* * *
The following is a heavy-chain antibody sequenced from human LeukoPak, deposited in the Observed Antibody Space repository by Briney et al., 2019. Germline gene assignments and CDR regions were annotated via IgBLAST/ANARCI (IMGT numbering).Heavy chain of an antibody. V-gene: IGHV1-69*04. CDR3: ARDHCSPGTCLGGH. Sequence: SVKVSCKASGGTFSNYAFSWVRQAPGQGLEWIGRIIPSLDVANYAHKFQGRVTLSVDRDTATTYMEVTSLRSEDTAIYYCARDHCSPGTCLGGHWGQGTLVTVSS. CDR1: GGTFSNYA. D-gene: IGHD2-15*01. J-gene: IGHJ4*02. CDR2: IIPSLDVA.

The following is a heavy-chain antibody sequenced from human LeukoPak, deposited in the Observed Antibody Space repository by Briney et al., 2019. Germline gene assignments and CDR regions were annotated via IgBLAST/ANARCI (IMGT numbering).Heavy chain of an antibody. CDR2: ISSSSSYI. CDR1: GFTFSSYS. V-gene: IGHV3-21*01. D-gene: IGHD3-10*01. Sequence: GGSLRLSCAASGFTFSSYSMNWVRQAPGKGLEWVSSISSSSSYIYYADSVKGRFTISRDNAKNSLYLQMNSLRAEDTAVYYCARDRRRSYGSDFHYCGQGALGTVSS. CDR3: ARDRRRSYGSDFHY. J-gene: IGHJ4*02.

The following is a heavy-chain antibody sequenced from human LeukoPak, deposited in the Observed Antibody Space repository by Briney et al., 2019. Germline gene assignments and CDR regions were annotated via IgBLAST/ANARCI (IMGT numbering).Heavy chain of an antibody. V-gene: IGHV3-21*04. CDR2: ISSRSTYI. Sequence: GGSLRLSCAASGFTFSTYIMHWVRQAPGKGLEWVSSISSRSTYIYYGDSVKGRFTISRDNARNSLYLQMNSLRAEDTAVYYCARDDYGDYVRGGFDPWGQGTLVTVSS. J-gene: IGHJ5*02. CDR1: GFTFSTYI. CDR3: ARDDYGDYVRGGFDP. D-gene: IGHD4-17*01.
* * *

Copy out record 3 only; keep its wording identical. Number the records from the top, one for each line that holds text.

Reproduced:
The following is a heavy-chain antibody sequenced from human LeukoPak, deposited in the Observed Antibody Space repository by Briney et al., 2019. Germline gene assignments and CDR regions were annotated via IgBLAST/ANARCI (IMGT numbering).Heavy chain of an antibody. V-gene: IGHV3-21*04. CDR2: ISSRSTYI. Sequence: GGSLRLSCAASGFTFSTYIMHWVRQAPGKGLEWVSSISSRSTYIYYGDSVKGRFTISRDNARNSLYLQMNSLRAEDTAVYYCARDDYGDYVRGGFDPWGQGTLVTVSS. J-gene: IGHJ5*02. CDR1: GFTFSTYI. CDR3: ARDDYGDYVRGGFDP. D-gene: IGHD4-17*01.